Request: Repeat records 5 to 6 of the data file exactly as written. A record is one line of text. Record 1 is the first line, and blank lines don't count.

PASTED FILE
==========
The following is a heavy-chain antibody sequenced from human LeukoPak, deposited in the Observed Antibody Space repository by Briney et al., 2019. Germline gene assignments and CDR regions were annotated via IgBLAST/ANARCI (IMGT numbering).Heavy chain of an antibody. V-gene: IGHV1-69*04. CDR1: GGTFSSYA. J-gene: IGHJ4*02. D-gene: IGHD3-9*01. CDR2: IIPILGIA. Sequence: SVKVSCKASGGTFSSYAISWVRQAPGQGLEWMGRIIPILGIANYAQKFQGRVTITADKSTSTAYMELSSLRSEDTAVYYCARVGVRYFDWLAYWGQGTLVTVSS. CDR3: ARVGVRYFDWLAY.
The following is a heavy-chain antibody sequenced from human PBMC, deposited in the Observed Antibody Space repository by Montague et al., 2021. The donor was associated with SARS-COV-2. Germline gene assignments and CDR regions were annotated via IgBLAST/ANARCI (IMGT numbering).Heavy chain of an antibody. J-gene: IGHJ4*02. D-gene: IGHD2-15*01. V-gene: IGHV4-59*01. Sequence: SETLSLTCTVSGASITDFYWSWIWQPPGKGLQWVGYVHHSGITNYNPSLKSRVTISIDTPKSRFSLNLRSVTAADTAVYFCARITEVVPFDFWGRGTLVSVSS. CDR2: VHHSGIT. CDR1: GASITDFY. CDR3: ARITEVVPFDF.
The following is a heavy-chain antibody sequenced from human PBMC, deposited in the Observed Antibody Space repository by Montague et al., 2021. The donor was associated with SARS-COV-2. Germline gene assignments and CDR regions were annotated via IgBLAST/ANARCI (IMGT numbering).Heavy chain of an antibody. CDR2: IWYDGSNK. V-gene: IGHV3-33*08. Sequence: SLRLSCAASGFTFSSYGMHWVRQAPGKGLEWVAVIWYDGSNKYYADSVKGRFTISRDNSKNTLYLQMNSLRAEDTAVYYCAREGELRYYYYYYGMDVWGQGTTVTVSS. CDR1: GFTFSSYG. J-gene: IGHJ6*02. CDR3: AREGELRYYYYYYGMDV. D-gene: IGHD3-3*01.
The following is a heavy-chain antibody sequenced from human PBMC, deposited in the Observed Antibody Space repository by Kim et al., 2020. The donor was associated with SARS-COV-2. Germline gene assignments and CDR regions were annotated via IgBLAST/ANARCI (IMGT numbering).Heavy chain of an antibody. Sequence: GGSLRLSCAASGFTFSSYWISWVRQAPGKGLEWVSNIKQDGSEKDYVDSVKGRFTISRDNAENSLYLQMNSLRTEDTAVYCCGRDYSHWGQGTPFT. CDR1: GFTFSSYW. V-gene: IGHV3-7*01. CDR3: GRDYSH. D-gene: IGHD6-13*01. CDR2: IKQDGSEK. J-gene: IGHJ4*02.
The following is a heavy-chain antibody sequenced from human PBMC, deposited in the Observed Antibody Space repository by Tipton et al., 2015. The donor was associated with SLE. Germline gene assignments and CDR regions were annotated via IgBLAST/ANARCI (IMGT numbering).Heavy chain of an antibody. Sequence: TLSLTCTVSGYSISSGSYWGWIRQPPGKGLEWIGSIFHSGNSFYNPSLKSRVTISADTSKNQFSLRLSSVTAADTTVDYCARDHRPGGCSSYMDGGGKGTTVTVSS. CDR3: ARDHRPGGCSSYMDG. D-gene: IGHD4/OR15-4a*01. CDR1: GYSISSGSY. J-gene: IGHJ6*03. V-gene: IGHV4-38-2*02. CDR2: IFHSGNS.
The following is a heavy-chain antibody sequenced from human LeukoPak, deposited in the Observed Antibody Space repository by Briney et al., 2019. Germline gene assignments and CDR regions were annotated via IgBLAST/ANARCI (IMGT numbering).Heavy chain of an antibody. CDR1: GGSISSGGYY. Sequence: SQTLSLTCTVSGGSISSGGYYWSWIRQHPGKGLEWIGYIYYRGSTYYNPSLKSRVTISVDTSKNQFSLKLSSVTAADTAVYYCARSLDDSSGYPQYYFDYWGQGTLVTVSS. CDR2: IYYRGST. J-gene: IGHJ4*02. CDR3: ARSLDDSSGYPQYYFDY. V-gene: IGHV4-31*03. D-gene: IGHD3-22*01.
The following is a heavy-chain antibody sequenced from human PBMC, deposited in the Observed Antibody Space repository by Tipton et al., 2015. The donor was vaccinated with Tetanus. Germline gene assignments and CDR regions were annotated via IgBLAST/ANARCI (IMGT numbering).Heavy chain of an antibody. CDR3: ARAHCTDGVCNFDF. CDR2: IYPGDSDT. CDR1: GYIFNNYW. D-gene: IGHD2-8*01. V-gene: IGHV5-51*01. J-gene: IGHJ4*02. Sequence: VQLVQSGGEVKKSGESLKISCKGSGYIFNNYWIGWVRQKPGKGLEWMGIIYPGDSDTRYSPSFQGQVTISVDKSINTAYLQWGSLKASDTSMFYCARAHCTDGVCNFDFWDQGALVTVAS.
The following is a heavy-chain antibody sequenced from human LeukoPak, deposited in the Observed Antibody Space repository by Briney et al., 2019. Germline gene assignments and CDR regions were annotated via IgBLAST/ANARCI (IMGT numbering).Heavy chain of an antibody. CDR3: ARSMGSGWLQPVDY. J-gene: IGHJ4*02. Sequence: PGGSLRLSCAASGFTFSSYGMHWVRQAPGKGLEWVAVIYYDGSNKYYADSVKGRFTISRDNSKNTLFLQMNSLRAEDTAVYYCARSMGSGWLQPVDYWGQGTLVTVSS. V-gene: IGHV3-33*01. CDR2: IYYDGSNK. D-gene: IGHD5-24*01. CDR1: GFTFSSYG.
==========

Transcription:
The following is a heavy-chain antibody sequenced from human PBMC, deposited in the Observed Antibody Space repository by Tipton et al., 2015. The donor was associated with SLE. Germline gene assignments and CDR regions were annotated via IgBLAST/ANARCI (IMGT numbering).Heavy chain of an antibody. Sequence: TLSLTCTVSGYSISSGSYWGWIRQPPGKGLEWIGSIFHSGNSFYNPSLKSRVTISADTSKNQFSLRLSSVTAADTTVDYCARDHRPGGCSSYMDGGGKGTTVTVSS. CDR3: ARDHRPGGCSSYMDG. D-gene: IGHD4/OR15-4a*01. CDR1: GYSISSGSY. J-gene: IGHJ6*03. V-gene: IGHV4-38-2*02. CDR2: IFHSGNS.
The following is a heavy-chain antibody sequenced from human LeukoPak, deposited in the Observed Antibody Space repository by Briney et al., 2019. Germline gene assignments and CDR regions were annotated via IgBLAST/ANARCI (IMGT numbering).Heavy chain of an antibody. CDR1: GGSISSGGYY. Sequence: SQTLSLTCTVSGGSISSGGYYWSWIRQHPGKGLEWIGYIYYRGSTYYNPSLKSRVTISVDTSKNQFSLKLSSVTAADTAVYYCARSLDDSSGYPQYYFDYWGQGTLVTVSS. CDR2: IYYRGST. J-gene: IGHJ4*02. CDR3: ARSLDDSSGYPQYYFDY. V-gene: IGHV4-31*03. D-gene: IGHD3-22*01.